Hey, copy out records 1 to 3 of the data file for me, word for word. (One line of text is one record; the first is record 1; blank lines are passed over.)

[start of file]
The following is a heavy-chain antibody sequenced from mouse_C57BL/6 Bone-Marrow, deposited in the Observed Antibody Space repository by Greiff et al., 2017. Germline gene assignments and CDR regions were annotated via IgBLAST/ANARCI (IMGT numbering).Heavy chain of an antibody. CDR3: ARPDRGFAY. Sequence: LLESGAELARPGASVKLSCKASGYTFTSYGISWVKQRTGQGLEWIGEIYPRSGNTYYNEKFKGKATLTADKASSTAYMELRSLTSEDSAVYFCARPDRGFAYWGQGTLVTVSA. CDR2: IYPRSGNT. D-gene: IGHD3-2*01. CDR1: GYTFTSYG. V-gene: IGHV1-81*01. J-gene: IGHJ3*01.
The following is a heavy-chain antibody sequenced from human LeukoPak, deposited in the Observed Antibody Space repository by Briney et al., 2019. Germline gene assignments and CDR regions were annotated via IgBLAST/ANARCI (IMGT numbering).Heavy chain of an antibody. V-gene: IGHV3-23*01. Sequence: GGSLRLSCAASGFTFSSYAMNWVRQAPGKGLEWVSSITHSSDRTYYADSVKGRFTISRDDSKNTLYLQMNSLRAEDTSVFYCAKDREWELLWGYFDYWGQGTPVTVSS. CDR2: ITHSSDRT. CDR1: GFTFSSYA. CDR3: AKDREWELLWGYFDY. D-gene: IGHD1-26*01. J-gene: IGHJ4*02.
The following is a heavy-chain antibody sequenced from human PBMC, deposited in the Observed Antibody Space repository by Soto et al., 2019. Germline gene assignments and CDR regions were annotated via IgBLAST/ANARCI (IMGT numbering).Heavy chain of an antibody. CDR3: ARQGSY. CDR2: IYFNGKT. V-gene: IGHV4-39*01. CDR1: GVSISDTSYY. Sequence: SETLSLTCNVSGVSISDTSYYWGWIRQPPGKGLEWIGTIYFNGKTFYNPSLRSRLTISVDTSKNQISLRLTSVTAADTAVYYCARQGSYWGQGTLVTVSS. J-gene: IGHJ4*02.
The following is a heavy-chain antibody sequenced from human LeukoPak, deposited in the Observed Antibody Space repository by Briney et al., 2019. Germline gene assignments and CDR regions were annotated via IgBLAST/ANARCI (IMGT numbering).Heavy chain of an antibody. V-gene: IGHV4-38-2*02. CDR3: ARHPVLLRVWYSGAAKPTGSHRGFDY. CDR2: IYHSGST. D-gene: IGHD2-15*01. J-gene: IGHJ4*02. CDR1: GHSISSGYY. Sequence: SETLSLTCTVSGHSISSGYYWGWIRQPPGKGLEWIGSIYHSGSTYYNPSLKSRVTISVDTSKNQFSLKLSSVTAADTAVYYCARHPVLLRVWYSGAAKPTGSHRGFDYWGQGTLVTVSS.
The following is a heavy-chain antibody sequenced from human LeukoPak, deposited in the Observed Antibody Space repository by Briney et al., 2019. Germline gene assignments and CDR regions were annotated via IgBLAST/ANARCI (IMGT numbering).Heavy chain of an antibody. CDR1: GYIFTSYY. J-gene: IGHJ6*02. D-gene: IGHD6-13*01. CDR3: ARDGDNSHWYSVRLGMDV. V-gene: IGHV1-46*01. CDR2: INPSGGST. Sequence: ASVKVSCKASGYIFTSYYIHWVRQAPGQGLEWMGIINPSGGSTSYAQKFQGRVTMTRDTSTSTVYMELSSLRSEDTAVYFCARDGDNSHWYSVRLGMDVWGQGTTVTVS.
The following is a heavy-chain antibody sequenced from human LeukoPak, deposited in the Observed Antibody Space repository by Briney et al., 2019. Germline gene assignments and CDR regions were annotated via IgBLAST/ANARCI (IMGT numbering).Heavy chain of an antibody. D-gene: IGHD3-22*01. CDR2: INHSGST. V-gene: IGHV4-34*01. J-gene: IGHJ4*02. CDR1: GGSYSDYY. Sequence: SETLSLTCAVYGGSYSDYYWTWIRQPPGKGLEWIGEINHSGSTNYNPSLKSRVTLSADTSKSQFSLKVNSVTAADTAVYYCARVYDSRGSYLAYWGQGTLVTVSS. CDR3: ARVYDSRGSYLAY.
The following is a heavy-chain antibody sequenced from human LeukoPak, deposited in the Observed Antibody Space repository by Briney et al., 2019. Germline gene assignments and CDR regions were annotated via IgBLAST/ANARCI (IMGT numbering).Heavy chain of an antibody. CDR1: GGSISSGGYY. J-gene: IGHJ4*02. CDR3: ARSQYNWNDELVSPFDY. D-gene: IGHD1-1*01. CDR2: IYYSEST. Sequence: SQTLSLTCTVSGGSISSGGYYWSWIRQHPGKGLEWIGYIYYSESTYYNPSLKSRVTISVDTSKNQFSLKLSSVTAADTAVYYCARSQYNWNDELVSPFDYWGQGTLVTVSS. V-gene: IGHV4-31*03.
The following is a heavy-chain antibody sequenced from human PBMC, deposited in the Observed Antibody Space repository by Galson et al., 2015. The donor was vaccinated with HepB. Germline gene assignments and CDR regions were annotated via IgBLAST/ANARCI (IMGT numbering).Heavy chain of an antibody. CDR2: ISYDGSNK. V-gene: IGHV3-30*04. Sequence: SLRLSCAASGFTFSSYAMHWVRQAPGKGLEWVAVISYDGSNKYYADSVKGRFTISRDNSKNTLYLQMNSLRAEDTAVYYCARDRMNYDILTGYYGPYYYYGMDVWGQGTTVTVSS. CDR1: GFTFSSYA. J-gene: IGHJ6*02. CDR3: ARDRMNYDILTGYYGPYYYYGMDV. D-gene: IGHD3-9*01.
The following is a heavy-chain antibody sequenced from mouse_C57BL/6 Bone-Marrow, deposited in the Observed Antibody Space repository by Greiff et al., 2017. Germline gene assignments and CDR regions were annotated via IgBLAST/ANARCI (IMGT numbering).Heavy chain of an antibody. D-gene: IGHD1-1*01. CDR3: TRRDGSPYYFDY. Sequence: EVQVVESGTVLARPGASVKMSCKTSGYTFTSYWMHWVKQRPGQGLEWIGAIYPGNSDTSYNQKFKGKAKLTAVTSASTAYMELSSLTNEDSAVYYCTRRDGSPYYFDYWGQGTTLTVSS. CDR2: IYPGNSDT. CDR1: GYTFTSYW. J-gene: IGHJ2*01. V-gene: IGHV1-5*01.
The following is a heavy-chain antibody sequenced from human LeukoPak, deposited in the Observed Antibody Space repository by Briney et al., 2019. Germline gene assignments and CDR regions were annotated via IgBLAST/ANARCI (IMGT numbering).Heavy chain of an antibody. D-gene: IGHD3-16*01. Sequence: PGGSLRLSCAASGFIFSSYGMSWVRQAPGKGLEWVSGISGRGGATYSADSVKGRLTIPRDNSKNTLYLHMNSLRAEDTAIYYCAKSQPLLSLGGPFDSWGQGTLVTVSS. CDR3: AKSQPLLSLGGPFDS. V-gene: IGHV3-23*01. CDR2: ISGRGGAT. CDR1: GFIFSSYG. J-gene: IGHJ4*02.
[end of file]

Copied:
The following is a heavy-chain antibody sequenced from mouse_C57BL/6 Bone-Marrow, deposited in the Observed Antibody Space repository by Greiff et al., 2017. Germline gene assignments and CDR regions were annotated via IgBLAST/ANARCI (IMGT numbering).Heavy chain of an antibody. CDR3: ARPDRGFAY. Sequence: LLESGAELARPGASVKLSCKASGYTFTSYGISWVKQRTGQGLEWIGEIYPRSGNTYYNEKFKGKATLTADKASSTAYMELRSLTSEDSAVYFCARPDRGFAYWGQGTLVTVSA. CDR2: IYPRSGNT. D-gene: IGHD3-2*01. CDR1: GYTFTSYG. V-gene: IGHV1-81*01. J-gene: IGHJ3*01.
The following is a heavy-chain antibody sequenced from human LeukoPak, deposited in the Observed Antibody Space repository by Briney et al., 2019. Germline gene assignments and CDR regions were annotated via IgBLAST/ANARCI (IMGT numbering).Heavy chain of an antibody. V-gene: IGHV3-23*01. Sequence: GGSLRLSCAASGFTFSSYAMNWVRQAPGKGLEWVSSITHSSDRTYYADSVKGRFTISRDDSKNTLYLQMNSLRAEDTSVFYCAKDREWELLWGYFDYWGQGTPVTVSS. CDR2: ITHSSDRT. CDR1: GFTFSSYA. CDR3: AKDREWELLWGYFDY. D-gene: IGHD1-26*01. J-gene: IGHJ4*02.
The following is a heavy-chain antibody sequenced from human PBMC, deposited in the Observed Antibody Space repository by Soto et al., 2019. Germline gene assignments and CDR regions were annotated via IgBLAST/ANARCI (IMGT numbering).Heavy chain of an antibody. CDR3: ARQGSY. CDR2: IYFNGKT. V-gene: IGHV4-39*01. CDR1: GVSISDTSYY. Sequence: SETLSLTCNVSGVSISDTSYYWGWIRQPPGKGLEWIGTIYFNGKTFYNPSLRSRLTISVDTSKNQISLRLTSVTAADTAVYYCARQGSYWGQGTLVTVSS. J-gene: IGHJ4*02.